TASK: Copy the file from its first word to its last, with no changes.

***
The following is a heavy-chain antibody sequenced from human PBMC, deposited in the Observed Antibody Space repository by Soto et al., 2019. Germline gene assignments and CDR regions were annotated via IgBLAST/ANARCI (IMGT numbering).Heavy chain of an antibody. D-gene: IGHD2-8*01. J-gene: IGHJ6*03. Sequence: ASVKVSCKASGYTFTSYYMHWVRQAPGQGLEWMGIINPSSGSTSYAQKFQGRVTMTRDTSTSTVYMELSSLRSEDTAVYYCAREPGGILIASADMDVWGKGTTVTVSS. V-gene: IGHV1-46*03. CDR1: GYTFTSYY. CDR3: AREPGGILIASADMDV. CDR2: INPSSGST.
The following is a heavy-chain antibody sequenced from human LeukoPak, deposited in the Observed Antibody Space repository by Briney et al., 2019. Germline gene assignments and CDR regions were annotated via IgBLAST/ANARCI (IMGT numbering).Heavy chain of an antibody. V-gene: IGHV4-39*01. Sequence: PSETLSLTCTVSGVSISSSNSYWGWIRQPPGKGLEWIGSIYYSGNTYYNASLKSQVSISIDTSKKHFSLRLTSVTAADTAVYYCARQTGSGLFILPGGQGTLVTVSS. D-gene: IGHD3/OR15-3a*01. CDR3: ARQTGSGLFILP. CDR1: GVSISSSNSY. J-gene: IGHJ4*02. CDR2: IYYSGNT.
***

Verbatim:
The following is a heavy-chain antibody sequenced from human PBMC, deposited in the Observed Antibody Space repository by Soto et al., 2019. Germline gene assignments and CDR regions were annotated via IgBLAST/ANARCI (IMGT numbering).Heavy chain of an antibody. D-gene: IGHD2-8*01. J-gene: IGHJ6*03. Sequence: ASVKVSCKASGYTFTSYYMHWVRQAPGQGLEWMGIINPSSGSTSYAQKFQGRVTMTRDTSTSTVYMELSSLRSEDTAVYYCAREPGGILIASADMDVWGKGTTVTVSS. V-gene: IGHV1-46*03. CDR1: GYTFTSYY. CDR3: AREPGGILIASADMDV. CDR2: INPSSGST.
The following is a heavy-chain antibody sequenced from human LeukoPak, deposited in the Observed Antibody Space repository by Briney et al., 2019. Germline gene assignments and CDR regions were annotated via IgBLAST/ANARCI (IMGT numbering).Heavy chain of an antibody. V-gene: IGHV4-39*01. Sequence: PSETLSLTCTVSGVSISSSNSYWGWIRQPPGKGLEWIGSIYYSGNTYYNASLKSQVSISIDTSKKHFSLRLTSVTAADTAVYYCARQTGSGLFILPGGQGTLVTVSS. D-gene: IGHD3/OR15-3a*01. CDR3: ARQTGSGLFILP. CDR1: GVSISSSNSY. J-gene: IGHJ4*02. CDR2: IYYSGNT.